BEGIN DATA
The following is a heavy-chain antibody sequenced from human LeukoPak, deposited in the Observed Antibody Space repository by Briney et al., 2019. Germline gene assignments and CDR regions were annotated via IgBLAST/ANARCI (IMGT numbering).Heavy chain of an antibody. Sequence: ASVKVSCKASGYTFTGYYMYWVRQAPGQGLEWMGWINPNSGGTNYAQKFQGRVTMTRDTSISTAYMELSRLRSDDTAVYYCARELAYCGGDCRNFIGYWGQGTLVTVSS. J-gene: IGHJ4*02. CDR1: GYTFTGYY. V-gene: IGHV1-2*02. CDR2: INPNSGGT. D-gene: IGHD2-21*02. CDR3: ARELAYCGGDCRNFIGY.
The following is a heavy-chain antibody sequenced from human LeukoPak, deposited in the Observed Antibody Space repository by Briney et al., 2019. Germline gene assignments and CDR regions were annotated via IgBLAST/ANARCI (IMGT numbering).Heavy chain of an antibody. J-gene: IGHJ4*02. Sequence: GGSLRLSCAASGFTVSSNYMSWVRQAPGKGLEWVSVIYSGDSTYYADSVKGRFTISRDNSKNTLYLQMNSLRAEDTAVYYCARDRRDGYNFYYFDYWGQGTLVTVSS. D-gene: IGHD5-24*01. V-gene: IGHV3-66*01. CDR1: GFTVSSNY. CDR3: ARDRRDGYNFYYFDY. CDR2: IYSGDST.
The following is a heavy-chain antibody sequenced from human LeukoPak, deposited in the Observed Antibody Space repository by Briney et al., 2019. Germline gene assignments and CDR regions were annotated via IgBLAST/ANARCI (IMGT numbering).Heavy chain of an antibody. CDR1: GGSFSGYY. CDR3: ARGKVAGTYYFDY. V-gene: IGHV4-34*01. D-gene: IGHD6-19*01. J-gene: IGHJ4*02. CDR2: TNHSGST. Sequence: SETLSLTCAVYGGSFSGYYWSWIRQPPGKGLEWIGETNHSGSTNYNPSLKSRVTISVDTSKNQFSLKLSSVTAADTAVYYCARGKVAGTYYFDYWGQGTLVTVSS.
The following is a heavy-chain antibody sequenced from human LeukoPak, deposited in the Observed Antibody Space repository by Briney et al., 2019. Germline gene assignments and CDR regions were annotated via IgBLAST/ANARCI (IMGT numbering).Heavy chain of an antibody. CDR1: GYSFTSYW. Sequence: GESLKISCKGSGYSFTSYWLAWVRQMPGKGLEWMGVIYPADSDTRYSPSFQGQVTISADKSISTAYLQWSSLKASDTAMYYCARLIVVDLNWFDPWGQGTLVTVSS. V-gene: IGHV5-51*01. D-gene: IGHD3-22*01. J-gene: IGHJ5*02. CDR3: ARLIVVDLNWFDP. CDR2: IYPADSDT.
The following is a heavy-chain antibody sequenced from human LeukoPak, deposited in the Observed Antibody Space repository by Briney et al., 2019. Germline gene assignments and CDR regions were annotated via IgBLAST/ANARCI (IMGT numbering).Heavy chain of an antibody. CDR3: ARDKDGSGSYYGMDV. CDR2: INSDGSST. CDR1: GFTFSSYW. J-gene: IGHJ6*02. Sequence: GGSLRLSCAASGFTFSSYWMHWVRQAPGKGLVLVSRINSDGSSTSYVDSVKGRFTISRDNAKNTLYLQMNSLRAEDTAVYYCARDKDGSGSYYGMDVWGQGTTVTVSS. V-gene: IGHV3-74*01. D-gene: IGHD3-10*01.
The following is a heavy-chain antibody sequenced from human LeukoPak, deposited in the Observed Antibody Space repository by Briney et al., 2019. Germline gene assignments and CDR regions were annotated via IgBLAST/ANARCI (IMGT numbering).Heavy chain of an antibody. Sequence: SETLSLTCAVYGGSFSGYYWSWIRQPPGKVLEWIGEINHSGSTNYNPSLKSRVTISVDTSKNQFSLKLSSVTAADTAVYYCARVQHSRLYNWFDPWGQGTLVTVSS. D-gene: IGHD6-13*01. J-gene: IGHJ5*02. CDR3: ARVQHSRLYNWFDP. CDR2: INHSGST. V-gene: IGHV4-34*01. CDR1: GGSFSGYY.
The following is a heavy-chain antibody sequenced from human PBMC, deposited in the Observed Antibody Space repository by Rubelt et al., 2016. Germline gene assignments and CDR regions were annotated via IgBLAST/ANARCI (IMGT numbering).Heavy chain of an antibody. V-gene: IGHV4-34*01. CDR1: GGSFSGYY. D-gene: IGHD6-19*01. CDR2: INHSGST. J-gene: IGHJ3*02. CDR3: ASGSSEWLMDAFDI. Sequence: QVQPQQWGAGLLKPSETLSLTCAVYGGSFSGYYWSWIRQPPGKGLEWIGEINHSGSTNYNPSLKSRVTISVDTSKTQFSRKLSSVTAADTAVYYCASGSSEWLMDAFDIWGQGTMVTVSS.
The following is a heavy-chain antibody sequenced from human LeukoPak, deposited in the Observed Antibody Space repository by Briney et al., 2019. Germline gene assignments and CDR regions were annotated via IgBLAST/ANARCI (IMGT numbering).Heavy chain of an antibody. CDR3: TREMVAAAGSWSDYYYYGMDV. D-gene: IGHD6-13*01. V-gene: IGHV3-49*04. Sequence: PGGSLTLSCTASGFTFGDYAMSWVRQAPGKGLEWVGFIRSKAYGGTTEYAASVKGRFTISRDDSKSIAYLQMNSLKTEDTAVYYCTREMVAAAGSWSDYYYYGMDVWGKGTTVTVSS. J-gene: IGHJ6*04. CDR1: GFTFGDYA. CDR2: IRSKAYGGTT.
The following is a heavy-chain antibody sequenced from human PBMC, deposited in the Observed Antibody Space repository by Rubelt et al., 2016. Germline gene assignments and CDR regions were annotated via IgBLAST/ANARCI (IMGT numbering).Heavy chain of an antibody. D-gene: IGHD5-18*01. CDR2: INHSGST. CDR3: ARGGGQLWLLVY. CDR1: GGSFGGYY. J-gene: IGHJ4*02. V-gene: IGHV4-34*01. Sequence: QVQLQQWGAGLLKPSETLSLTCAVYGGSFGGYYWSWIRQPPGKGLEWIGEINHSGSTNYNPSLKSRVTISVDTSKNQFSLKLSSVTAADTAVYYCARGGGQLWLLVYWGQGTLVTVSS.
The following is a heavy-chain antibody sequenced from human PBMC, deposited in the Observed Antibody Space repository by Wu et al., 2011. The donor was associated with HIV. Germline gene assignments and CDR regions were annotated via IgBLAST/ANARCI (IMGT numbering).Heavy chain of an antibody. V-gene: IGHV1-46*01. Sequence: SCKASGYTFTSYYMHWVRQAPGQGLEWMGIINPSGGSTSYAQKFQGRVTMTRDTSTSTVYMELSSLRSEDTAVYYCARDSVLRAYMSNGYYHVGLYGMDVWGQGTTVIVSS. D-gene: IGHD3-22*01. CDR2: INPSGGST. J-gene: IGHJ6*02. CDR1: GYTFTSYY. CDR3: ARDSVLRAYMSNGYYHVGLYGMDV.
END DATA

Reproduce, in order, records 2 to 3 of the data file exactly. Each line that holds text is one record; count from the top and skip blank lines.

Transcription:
The following is a heavy-chain antibody sequenced from human LeukoPak, deposited in the Observed Antibody Space repository by Briney et al., 2019. Germline gene assignments and CDR regions were annotated via IgBLAST/ANARCI (IMGT numbering).Heavy chain of an antibody. J-gene: IGHJ4*02. Sequence: GGSLRLSCAASGFTVSSNYMSWVRQAPGKGLEWVSVIYSGDSTYYADSVKGRFTISRDNSKNTLYLQMNSLRAEDTAVYYCARDRRDGYNFYYFDYWGQGTLVTVSS. D-gene: IGHD5-24*01. V-gene: IGHV3-66*01. CDR1: GFTVSSNY. CDR3: ARDRRDGYNFYYFDY. CDR2: IYSGDST.
The following is a heavy-chain antibody sequenced from human LeukoPak, deposited in the Observed Antibody Space repository by Briney et al., 2019. Germline gene assignments and CDR regions were annotated via IgBLAST/ANARCI (IMGT numbering).Heavy chain of an antibody. CDR1: GGSFSGYY. CDR3: ARGKVAGTYYFDY. V-gene: IGHV4-34*01. D-gene: IGHD6-19*01. J-gene: IGHJ4*02. CDR2: TNHSGST. Sequence: SETLSLTCAVYGGSFSGYYWSWIRQPPGKGLEWIGETNHSGSTNYNPSLKSRVTISVDTSKNQFSLKLSSVTAADTAVYYCARGKVAGTYYFDYWGQGTLVTVSS.